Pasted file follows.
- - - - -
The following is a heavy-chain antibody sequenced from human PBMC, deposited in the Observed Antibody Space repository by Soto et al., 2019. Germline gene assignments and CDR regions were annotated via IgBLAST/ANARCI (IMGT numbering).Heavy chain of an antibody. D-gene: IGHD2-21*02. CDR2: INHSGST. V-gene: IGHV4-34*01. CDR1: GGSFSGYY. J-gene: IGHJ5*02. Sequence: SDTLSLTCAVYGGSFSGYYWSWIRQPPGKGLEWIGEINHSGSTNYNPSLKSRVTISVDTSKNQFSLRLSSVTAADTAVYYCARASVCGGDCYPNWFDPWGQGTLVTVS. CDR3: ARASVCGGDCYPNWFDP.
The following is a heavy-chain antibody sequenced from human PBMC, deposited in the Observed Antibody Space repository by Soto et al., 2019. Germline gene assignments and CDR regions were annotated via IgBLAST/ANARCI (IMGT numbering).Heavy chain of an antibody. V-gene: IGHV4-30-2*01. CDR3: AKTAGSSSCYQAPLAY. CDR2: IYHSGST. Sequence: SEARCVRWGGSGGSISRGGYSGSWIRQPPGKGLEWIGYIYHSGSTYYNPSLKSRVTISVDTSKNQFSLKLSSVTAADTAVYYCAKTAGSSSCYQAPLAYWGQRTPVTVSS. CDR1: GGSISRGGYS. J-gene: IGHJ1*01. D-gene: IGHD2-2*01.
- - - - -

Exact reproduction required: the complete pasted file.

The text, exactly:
The following is a heavy-chain antibody sequenced from human PBMC, deposited in the Observed Antibody Space repository by Soto et al., 2019. Germline gene assignments and CDR regions were annotated via IgBLAST/ANARCI (IMGT numbering).Heavy chain of an antibody. D-gene: IGHD2-21*02. CDR2: INHSGST. V-gene: IGHV4-34*01. CDR1: GGSFSGYY. J-gene: IGHJ5*02. Sequence: SDTLSLTCAVYGGSFSGYYWSWIRQPPGKGLEWIGEINHSGSTNYNPSLKSRVTISVDTSKNQFSLRLSSVTAADTAVYYCARASVCGGDCYPNWFDPWGQGTLVTVS. CDR3: ARASVCGGDCYPNWFDP.
The following is a heavy-chain antibody sequenced from human PBMC, deposited in the Observed Antibody Space repository by Soto et al., 2019. Germline gene assignments and CDR regions were annotated via IgBLAST/ANARCI (IMGT numbering).Heavy chain of an antibody. V-gene: IGHV4-30-2*01. CDR3: AKTAGSSSCYQAPLAY. CDR2: IYHSGST. Sequence: SEARCVRWGGSGGSISRGGYSGSWIRQPPGKGLEWIGYIYHSGSTYYNPSLKSRVTISVDTSKNQFSLKLSSVTAADTAVYYCAKTAGSSSCYQAPLAYWGQRTPVTVSS. CDR1: GGSISRGGYS. J-gene: IGHJ1*01. D-gene: IGHD2-2*01.